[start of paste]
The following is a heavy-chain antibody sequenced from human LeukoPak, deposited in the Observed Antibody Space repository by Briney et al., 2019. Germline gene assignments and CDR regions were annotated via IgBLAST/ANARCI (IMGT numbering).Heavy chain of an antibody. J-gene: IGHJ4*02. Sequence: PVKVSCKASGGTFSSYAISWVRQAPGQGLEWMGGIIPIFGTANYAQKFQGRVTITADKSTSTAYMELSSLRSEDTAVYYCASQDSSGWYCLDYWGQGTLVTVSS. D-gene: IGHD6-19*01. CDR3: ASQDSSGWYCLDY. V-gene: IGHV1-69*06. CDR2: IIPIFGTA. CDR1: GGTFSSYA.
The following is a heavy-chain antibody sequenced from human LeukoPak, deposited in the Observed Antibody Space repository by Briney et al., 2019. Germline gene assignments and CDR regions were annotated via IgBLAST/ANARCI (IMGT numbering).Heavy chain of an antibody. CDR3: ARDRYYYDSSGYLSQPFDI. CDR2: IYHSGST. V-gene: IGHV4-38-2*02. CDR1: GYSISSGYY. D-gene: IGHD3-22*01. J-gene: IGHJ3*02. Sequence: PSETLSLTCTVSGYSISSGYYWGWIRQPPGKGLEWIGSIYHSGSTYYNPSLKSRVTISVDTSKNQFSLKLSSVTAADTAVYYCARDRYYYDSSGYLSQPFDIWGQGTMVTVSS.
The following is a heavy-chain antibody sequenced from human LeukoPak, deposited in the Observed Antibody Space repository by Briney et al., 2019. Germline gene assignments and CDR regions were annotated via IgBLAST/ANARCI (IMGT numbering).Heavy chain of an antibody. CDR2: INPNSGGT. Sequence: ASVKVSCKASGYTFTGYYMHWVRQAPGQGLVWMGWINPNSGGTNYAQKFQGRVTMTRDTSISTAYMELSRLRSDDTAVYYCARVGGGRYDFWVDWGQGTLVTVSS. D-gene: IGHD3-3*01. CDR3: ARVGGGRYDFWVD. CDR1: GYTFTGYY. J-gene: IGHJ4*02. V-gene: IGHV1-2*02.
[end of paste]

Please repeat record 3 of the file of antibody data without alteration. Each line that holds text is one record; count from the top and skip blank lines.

The following is a heavy-chain antibody sequenced from human LeukoPak, deposited in the Observed Antibody Space repository by Briney et al., 2019. Germline gene assignments and CDR regions were annotated via IgBLAST/ANARCI (IMGT numbering).Heavy chain of an antibody. CDR2: INPNSGGT. Sequence: ASVKVSCKASGYTFTGYYMHWVRQAPGQGLVWMGWINPNSGGTNYAQKFQGRVTMTRDTSISTAYMELSRLRSDDTAVYYCARVGGGRYDFWVDWGQGTLVTVSS. D-gene: IGHD3-3*01. CDR3: ARVGGGRYDFWVD. CDR1: GYTFTGYY. J-gene: IGHJ4*02. V-gene: IGHV1-2*02.